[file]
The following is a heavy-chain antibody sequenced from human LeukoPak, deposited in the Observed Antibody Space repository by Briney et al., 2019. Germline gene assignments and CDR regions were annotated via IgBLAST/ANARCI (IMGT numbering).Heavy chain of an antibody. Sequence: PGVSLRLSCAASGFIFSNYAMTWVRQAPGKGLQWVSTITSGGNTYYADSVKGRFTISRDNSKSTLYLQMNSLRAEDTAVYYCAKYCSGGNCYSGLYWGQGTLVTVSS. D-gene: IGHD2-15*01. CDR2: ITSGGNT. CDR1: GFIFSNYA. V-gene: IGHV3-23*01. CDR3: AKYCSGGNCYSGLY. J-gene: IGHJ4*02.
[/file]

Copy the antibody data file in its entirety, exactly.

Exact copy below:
The following is a heavy-chain antibody sequenced from human LeukoPak, deposited in the Observed Antibody Space repository by Briney et al., 2019. Germline gene assignments and CDR regions were annotated via IgBLAST/ANARCI (IMGT numbering).Heavy chain of an antibody. Sequence: PGVSLRLSCAASGFIFSNYAMTWVRQAPGKGLQWVSTITSGGNTYYADSVKGRFTISRDNSKSTLYLQMNSLRAEDTAVYYCAKYCSGGNCYSGLYWGQGTLVTVSS. D-gene: IGHD2-15*01. CDR2: ITSGGNT. CDR1: GFIFSNYA. V-gene: IGHV3-23*01. CDR3: AKYCSGGNCYSGLY. J-gene: IGHJ4*02.